What are we to make of the claim that we inhabit a ‘rape culture’? Those making this claim seldom make it clear if they are being descriptive or expressive. A descriptive claim purports to tell us that something is or is not the case (“The exam is over”) while an expressive claim conveys subjectivity and sentiment (“That exam was torture!”). If the claim that we live in a rape culture is descriptive—that our culture condones or promotes rape—those making the claim must support it with adequate evidence. If they are not being descriptive, then the expressive meaning of the claim is not entirely clear.
Let’s begin by considering a passage from an article by Alyn Pearson entitled “Rape Culture: It’s All Around Us,” which appeared in the (now defunct) feminist publication Off Our Backs in 2000:
Rape is the common cold of society. […] We have assimilated rape into our everyday culture much as we have the cold. […] There is a silence surrounding the recognition that we live in a cultural environment where rape is endemic, but it is true. The rape culture is much like the poor sanitation conditions which led to typhoid—it provides an environment in which acts of rape are fostered. Look through any supposed women’s publication and notice the ads that display women at the mercy of a man or at the mercy of the male gaze. Notice the articles that emphasize dependence and passivity and avoid portraying independence and strength in women. […] Rape is part of the natural flora of our society and our world.1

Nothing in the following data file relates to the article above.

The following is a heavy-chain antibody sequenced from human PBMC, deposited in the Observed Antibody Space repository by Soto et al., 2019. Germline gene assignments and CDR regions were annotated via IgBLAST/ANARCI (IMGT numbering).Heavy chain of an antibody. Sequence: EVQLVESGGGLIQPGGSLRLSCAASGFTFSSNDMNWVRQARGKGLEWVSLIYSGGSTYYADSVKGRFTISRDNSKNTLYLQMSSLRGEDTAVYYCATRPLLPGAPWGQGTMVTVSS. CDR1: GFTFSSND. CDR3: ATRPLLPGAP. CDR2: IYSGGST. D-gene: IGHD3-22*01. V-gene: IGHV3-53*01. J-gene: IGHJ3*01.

Here Pearson makes two key claims. First, that our culture—those Western nations commonly referred to as liberal democracies—”fosters” rape. Second, that this process appears to be the product of pervasive features of the culture (“look through any”) rather than localized elements. The problem with this kind of descriptive claim is that it doesn’t seriously consider what counts as a culture and the kind of evidence required to demonstrate that such a culture exists.
So what do we mean when we talk about ‘culture’? Culture usually refers to the shared attitudes, behaviours, and norms of a society. Western nations, for example, are omnivorous cultures, although almost all of them also have vegetarian subcultures.2 The culture is characterized by the dominant public behaviour and expectations while the subculture represents a minority set of divergent ones. Vegetarianism is a subculture rather than a counterculture because it is largely compatible with rather than hostile to the parent culture.
Both the culture and the subculture are identifiable because they possess at least four key features: models, artefacts, rhetoric, and training. This list is not exhaustive, but these are the salient characteristics which allow us to identify, study, and compare cultures. ‘Rape culture’ possesses none of them.